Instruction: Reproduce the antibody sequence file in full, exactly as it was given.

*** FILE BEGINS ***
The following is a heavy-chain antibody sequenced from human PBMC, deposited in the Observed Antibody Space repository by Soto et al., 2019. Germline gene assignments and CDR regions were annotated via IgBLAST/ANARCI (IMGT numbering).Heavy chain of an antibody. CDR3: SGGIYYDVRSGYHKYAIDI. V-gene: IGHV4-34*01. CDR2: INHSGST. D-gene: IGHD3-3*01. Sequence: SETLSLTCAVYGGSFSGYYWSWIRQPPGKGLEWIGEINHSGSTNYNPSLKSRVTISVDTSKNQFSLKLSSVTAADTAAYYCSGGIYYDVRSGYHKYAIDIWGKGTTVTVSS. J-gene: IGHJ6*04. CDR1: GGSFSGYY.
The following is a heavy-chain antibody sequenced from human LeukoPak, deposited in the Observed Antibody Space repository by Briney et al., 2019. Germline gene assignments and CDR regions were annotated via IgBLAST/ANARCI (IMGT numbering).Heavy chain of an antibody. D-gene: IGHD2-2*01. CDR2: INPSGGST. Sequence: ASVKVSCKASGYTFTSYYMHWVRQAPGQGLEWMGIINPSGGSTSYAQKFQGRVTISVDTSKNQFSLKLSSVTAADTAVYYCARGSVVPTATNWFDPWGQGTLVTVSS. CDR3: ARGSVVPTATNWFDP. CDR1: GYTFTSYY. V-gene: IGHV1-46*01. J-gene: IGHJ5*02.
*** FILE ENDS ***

The following is a heavy-chain antibody sequenced from human PBMC, deposited in the Observed Antibody Space repository by Soto et al., 2019. Germline gene assignments and CDR regions were annotated via IgBLAST/ANARCI (IMGT numbering).Heavy chain of an antibody. CDR3: SGGIYYDVRSGYHKYAIDI. V-gene: IGHV4-34*01. CDR2: INHSGST. D-gene: IGHD3-3*01. Sequence: SETLSLTCAVYGGSFSGYYWSWIRQPPGKGLEWIGEINHSGSTNYNPSLKSRVTISVDTSKNQFSLKLSSVTAADTAAYYCSGGIYYDVRSGYHKYAIDIWGKGTTVTVSS. J-gene: IGHJ6*04. CDR1: GGSFSGYY.
The following is a heavy-chain antibody sequenced from human LeukoPak, deposited in the Observed Antibody Space repository by Briney et al., 2019. Germline gene assignments and CDR regions were annotated via IgBLAST/ANARCI (IMGT numbering).Heavy chain of an antibody. D-gene: IGHD2-2*01. CDR2: INPSGGST. Sequence: ASVKVSCKASGYTFTSYYMHWVRQAPGQGLEWMGIINPSGGSTSYAQKFQGRVTISVDTSKNQFSLKLSSVTAADTAVYYCARGSVVPTATNWFDPWGQGTLVTVSS. CDR3: ARGSVVPTATNWFDP. CDR1: GYTFTSYY. V-gene: IGHV1-46*01. J-gene: IGHJ5*02.